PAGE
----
Eating Well, Spending Less: Grocery Shopping on a Student Budget

By Carleton University Modified on July 11, 2022
Tags : Campus Life | Food & Drink | Money | Student POV

Are you living away from home? Grocery shopping may be a new experience, but it can get expensive. Follow these tips to manage your spending on food.

 Eating Well, Spending Less: Grocery Shopping on a Student Budget

This article was written by Regan, a Carleton University student.

I love to cook for myself. Whenever I’m home on holidays, you can find me in the kitchen making myself a nice meal (and sometimes for my family, too). The only issue I have with cooking while living by myself is the cost of groceries. Luckily enough, I really like grocery shopping. But for those of you who hate grocery shopping, don’t know how to shop smart or have a hard time budgeting grocery money, this post is for you!

Use your resources

You may not have the time to fully get flyers and coupons — I know I don’t. But a lot of places like Walmart do price matching! A good resource for this is the app Flipp. Flipp virtually takes flyers from all the local grocery stores and price matches for you, so you can go to one store and get the best deals from all of them. Another great way to save money is rewards cards, like PC Optimum points. There are a lot of grocery stores in Ottawa — try hunting for the one that best suits your budget.

Meal preparation

A good way to manage your grocery money is to meal prep. It’s a great way to know ahead of time what you’ll be eating and a great idea for shopping. One way I do meal prep is with produce! When I buy produce, I like to prep it all at once by washing it, cutting it up, and storing it in a container. That way, when I want a healthy snack, it’s easily accessible and I find I’m more likely to eat it. For more ideas on eating well on a budget, visit the How to Save Money on Groceries article from Awards and Financial Aid!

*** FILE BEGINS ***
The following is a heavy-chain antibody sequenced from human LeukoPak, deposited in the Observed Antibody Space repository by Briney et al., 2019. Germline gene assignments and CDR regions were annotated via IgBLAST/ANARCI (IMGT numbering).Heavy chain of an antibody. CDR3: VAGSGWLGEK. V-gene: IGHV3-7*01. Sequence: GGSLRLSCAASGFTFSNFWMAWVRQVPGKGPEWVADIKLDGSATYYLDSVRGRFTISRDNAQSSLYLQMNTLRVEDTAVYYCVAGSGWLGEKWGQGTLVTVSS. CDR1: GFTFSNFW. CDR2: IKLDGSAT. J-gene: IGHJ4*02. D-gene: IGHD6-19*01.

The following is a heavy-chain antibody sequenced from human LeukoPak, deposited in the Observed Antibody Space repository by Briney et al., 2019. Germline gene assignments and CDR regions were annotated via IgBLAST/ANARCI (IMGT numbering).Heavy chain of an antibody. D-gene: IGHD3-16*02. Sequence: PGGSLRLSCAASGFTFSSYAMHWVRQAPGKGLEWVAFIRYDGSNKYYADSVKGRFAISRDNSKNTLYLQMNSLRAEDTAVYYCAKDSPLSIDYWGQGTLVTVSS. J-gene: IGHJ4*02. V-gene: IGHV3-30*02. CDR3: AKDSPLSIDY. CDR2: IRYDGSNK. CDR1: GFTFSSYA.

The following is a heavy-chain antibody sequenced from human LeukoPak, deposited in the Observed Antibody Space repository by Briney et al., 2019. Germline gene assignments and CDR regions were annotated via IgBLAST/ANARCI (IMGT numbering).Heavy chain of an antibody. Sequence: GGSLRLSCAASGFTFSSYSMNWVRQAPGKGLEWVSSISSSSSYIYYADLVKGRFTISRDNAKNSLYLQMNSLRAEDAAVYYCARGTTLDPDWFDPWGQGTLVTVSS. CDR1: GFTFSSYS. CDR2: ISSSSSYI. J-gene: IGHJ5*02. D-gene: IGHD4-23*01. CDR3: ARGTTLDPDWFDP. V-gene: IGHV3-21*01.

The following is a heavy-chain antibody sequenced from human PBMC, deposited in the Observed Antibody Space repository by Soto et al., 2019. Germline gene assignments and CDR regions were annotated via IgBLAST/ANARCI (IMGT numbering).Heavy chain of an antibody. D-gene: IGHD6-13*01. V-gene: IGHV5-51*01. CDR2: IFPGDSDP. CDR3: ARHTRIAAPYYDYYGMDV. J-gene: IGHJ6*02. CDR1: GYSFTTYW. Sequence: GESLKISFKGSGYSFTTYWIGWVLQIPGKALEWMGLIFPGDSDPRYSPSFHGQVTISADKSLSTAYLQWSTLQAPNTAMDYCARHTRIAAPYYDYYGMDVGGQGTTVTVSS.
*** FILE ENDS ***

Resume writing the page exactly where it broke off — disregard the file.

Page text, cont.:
Shop smart

Make sure to shop the sales! Even if you don’t meal prep, try to plan your weekly meals around what is on sale where you shop. On that note, buy things that you know you’ll eat and are versatile! Be sure to plan meals with your produce so it doesn’t go bad and to waste. Things like rice and beans are cheap, last a long time, and can be made in a bunch of different ways.

And don’t forget, remote learning is overwhelming, and you deserve to treat yourself every once in a while! Whether that be purchasing something a little unhealthier from the store or getting take-out, everything is okay in moderation. Make sure to budget your money wisely — for more tips on that, check out the CU Money Blog!

To help you guys out, I’ll include the link to one of my favourite healthy, delicious, and affordable meals: stuffed bell peppers. These can easily be modified for dietary restrictions, are super filling, and are a healthy, affordable alternative to fast food. Who knows, maybe this is the beginning of your love for cooking!

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